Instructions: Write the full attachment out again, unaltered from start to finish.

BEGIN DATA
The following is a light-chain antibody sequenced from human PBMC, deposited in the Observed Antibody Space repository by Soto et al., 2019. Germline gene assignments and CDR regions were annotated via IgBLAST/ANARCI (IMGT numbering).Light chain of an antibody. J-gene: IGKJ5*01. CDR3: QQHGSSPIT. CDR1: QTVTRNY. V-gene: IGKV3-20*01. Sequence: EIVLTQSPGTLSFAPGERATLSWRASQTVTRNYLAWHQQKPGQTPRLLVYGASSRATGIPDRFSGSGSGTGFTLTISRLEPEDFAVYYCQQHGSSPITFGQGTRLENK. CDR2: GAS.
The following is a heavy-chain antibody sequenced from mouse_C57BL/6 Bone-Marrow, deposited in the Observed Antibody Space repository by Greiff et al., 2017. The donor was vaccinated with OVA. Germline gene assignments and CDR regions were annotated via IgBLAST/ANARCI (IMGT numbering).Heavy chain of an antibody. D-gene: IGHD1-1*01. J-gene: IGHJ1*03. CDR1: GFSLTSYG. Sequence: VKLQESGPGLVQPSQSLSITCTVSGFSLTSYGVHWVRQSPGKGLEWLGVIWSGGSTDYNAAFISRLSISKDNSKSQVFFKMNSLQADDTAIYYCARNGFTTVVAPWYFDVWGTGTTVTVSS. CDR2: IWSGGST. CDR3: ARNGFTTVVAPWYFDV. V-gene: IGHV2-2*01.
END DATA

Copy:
The following is a light-chain antibody sequenced from human PBMC, deposited in the Observed Antibody Space repository by Soto et al., 2019. Germline gene assignments and CDR regions were annotated via IgBLAST/ANARCI (IMGT numbering).Light chain of an antibody. J-gene: IGKJ5*01. CDR3: QQHGSSPIT. CDR1: QTVTRNY. V-gene: IGKV3-20*01. Sequence: EIVLTQSPGTLSFAPGERATLSWRASQTVTRNYLAWHQQKPGQTPRLLVYGASSRATGIPDRFSGSGSGTGFTLTISRLEPEDFAVYYCQQHGSSPITFGQGTRLENK. CDR2: GAS.
The following is a heavy-chain antibody sequenced from mouse_C57BL/6 Bone-Marrow, deposited in the Observed Antibody Space repository by Greiff et al., 2017. The donor was vaccinated with OVA. Germline gene assignments and CDR regions were annotated via IgBLAST/ANARCI (IMGT numbering).Heavy chain of an antibody. D-gene: IGHD1-1*01. J-gene: IGHJ1*03. CDR1: GFSLTSYG. Sequence: VKLQESGPGLVQPSQSLSITCTVSGFSLTSYGVHWVRQSPGKGLEWLGVIWSGGSTDYNAAFISRLSISKDNSKSQVFFKMNSLQADDTAIYYCARNGFTTVVAPWYFDVWGTGTTVTVSS. CDR2: IWSGGST. CDR3: ARNGFTTVVAPWYFDV. V-gene: IGHV2-2*01.